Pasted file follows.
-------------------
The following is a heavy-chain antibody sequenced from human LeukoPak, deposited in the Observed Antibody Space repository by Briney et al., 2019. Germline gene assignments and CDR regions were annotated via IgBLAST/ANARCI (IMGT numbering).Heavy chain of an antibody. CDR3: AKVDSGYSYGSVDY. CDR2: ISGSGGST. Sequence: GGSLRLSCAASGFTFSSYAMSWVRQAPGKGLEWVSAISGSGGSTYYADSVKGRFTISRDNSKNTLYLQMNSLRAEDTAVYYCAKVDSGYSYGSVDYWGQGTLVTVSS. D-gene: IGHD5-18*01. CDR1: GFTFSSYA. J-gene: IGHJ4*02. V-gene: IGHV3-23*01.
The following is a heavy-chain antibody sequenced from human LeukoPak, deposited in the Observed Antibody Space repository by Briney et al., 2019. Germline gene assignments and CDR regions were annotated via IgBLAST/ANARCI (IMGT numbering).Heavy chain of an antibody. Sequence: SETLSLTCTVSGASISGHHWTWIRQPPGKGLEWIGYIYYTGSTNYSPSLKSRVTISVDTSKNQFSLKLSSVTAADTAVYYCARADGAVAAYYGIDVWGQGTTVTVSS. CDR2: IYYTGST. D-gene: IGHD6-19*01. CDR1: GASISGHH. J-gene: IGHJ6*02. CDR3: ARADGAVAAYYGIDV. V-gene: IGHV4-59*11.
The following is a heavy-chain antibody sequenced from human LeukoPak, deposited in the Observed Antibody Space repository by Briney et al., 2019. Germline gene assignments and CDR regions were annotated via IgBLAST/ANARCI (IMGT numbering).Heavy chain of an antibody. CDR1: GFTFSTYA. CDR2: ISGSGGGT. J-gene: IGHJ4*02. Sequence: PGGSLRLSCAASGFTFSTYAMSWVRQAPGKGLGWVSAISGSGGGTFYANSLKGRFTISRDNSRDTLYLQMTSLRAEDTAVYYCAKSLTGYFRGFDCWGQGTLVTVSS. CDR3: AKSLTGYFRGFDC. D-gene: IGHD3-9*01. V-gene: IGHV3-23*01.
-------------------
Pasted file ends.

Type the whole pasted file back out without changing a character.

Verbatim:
The following is a heavy-chain antibody sequenced from human LeukoPak, deposited in the Observed Antibody Space repository by Briney et al., 2019. Germline gene assignments and CDR regions were annotated via IgBLAST/ANARCI (IMGT numbering).Heavy chain of an antibody. CDR3: AKVDSGYSYGSVDY. CDR2: ISGSGGST. Sequence: GGSLRLSCAASGFTFSSYAMSWVRQAPGKGLEWVSAISGSGGSTYYADSVKGRFTISRDNSKNTLYLQMNSLRAEDTAVYYCAKVDSGYSYGSVDYWGQGTLVTVSS. D-gene: IGHD5-18*01. CDR1: GFTFSSYA. J-gene: IGHJ4*02. V-gene: IGHV3-23*01.
The following is a heavy-chain antibody sequenced from human LeukoPak, deposited in the Observed Antibody Space repository by Briney et al., 2019. Germline gene assignments and CDR regions were annotated via IgBLAST/ANARCI (IMGT numbering).Heavy chain of an antibody. Sequence: SETLSLTCTVSGASISGHHWTWIRQPPGKGLEWIGYIYYTGSTNYSPSLKSRVTISVDTSKNQFSLKLSSVTAADTAVYYCARADGAVAAYYGIDVWGQGTTVTVSS. CDR2: IYYTGST. D-gene: IGHD6-19*01. CDR1: GASISGHH. J-gene: IGHJ6*02. CDR3: ARADGAVAAYYGIDV. V-gene: IGHV4-59*11.
The following is a heavy-chain antibody sequenced from human LeukoPak, deposited in the Observed Antibody Space repository by Briney et al., 2019. Germline gene assignments and CDR regions were annotated via IgBLAST/ANARCI (IMGT numbering).Heavy chain of an antibody. CDR1: GFTFSTYA. CDR2: ISGSGGGT. J-gene: IGHJ4*02. Sequence: PGGSLRLSCAASGFTFSTYAMSWVRQAPGKGLGWVSAISGSGGGTFYANSLKGRFTISRDNSRDTLYLQMTSLRAEDTAVYYCAKSLTGYFRGFDCWGQGTLVTVSS. CDR3: AKSLTGYFRGFDC. D-gene: IGHD3-9*01. V-gene: IGHV3-23*01.